Credit: Giornate degli Autori
by Morris Yang Featured Film

Snow in Midsummer — Keat Aun Chong [Venice ’23 Review]

September 7, 2023

The titular expression of Chong Keat Aun’s sophomore feature, Snow in Midsummer, has a political signification beyond its outwardly meteorological imagery. In Guan Hanqing’s The Injustice to Dou E, a Chinese play written during the Yuan dynasty, snow in the peak summer month of June is one of three divine phenomena — alongside blood raining inexplicably from the sky and a drought lasting three years — to manifest following its eponymous character’s wrongful trial and execution at the hands of a corrupt court official. As a symbol of justice’s miscarriage, the snow defies natural (and ostensibly moral) order, plunging a world of life and community into winter and decay; this perversion has endured in dramatic form over the centuries, culminating most famously in modern Chinese opera rendition which, incidentally, features in Chong’s film through the comings and goings of a Chinese opera troupe.

Divided into two chapters set nearly fifty years apart, Snow in Midsummer situates this troupe against a backdrop of tragic historical violence: on May 13, 1969, following Malaysia’s first general election after Singapore’s separation, racial riots broke out in the capital Kuala Lumpur, motivated by a sectarian schism between the ruling pro-Malay coalition and the fast-gaining Chinese-dominated opposition. The violence resulted, officially, in at least 196 deaths — who were mostly buried in mass graves on the city’s outskirts — and prompted the government to declare a state of emergency, effectively suspending parliamentary democracy for two years. In the film’s first half, set during the riots, the Poh Cheung Choon troupe stage a run of Guan’s play in a Chinese enclave, attracting a sizeable turnout (while the rest head down, at night, to the splendorous Majestic Theatre for sold-out screenings of both Malay- and Chinese-produced films). Threats of imminent unrest in the evening, however, force the troupe into hiding, while a woman and her daughter in the audience unwittingly find themselves seeking refuge with the former.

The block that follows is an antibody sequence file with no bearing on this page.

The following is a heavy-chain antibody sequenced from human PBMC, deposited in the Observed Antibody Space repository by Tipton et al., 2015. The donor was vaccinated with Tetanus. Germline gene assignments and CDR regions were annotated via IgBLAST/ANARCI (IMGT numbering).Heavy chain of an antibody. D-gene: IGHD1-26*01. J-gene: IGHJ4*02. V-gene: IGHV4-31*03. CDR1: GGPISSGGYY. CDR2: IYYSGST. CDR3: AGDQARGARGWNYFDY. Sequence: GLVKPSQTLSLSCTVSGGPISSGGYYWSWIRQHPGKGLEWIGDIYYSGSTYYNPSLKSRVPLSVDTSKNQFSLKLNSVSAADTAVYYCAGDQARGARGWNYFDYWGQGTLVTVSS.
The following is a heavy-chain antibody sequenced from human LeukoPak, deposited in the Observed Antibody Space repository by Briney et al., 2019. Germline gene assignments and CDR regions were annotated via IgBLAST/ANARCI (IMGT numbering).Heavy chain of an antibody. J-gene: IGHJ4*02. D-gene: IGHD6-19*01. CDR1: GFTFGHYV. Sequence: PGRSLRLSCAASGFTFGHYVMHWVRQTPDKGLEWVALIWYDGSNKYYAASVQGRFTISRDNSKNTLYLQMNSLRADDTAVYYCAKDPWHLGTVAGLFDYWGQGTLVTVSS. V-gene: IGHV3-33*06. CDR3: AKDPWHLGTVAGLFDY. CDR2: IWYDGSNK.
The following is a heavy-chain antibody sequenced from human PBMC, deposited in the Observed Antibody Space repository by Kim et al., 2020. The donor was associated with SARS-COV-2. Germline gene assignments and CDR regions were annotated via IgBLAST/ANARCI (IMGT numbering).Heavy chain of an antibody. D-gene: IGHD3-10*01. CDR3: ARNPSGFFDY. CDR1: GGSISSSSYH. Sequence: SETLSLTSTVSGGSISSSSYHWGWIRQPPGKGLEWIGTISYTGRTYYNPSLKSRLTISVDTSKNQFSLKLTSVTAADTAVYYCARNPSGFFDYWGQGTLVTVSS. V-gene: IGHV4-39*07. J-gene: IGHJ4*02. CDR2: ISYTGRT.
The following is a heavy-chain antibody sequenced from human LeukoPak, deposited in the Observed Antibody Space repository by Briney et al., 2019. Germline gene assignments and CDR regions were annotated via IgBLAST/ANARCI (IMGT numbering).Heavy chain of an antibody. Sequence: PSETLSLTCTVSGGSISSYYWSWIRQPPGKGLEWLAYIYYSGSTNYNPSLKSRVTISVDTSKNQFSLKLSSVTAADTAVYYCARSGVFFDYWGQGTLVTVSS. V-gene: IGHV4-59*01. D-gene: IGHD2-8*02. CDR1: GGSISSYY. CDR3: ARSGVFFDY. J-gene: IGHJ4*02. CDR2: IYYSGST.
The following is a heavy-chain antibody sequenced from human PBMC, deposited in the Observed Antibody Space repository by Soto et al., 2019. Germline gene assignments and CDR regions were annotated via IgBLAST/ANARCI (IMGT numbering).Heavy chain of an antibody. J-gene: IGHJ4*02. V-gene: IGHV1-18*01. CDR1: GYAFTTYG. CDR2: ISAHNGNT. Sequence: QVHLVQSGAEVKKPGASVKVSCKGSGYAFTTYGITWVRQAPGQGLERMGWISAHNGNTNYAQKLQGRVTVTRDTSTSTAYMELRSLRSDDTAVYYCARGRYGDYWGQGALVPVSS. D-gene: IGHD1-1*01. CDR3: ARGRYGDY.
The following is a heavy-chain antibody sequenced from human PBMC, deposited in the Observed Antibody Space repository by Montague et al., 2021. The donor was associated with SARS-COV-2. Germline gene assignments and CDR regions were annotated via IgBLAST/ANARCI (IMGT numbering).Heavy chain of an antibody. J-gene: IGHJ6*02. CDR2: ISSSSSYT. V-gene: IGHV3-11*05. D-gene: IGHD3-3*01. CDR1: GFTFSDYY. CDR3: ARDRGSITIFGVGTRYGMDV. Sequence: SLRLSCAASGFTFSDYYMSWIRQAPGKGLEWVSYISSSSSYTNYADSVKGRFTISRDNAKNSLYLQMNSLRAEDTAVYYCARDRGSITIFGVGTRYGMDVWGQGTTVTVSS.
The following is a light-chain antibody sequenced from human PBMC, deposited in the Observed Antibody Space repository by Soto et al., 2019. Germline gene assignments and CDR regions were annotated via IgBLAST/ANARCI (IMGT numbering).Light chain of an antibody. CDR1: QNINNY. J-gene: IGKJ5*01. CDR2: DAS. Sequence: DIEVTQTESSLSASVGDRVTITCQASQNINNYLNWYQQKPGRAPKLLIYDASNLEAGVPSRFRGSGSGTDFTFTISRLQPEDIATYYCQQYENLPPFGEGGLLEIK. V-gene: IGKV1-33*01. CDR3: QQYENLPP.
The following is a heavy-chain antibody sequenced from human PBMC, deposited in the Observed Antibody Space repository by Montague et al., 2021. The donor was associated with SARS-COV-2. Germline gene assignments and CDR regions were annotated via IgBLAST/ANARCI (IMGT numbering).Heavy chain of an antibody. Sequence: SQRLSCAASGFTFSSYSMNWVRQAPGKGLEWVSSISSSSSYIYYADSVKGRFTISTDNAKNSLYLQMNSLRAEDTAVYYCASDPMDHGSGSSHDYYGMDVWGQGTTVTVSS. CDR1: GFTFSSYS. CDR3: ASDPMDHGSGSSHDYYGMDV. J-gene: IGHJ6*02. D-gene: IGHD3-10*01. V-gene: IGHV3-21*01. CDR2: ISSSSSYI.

The apprehension and abject terror of this night are transmuted into scars of remembrance in 2018, nearly half a century later. Ah Eng (Wan Fang), the daughter, is now a middle-aged woman living in Penang, and her pensiveness masks a lifetime of regret. With her father and brothers killed during the riots, she has constantly sought — against the wishes of her husband — to find their resting places. As she journeys across Malaysia and back to the capital she once called home, she no longer quite recognizes those landmarks of memory (for instance, the Majestic, where most of her family were implied to have been killed, has been demolished and rebuilt); its spaces have been thoroughly urbanized and transformed, with even the riot victims’ graves threatened by redevelopment and relocation. In Chong’s film, geography is history: communal districts and ways of life precede ideological alliances even as they are undoubtedly shaped by them, and the simmering ethnic tensions within aren’t foregrounded the way contemporary state-sanctioned films reduce loyalties to uninspired tropes and thereby narrativize history.

Instead, Snow in Midsummer wears its influences fairly openly on its sleeve, most of all Hou Hsiao-hsien’s A City of Sadness. While Hou’s film offers a much more expansive and intimate examination of political repression in wartime Taiwan, Chong’s comparatively modest ambitions serves him well in realizing a sense of national fervor and loss, mediated equally through the film’s sweeping panoramas of urban social life (1969) and its more personal focus on memory and collective grief (2018). These dual periods are both imbued arrestingly with an allegorical, otherworldly register: ghosts and other figures reemerge from shadowy legends to puncture the present, as, for instance, in a telling account from the literary Malay Annals of a king’s humiliation by the Sultan of Malacca. But Snow in Midsummer does not wholly rely on this register, to its benefit. There’s something quite moving about the juxtaposition of a 13th-century legend to contemporary and ongoing malaise, which suggests, to some degree, that the muted and ghostly refractions of Malaysia’s tumultuous national history are not so much unresolved as they are downplayed and left to be forgotten. In a way, the film’s central metaphor crystallizes this perfectly: nothing burns in summer, and everything is left to wither slowly away.

Published as part of Venice International Film Festival 2023: Dispatch 1.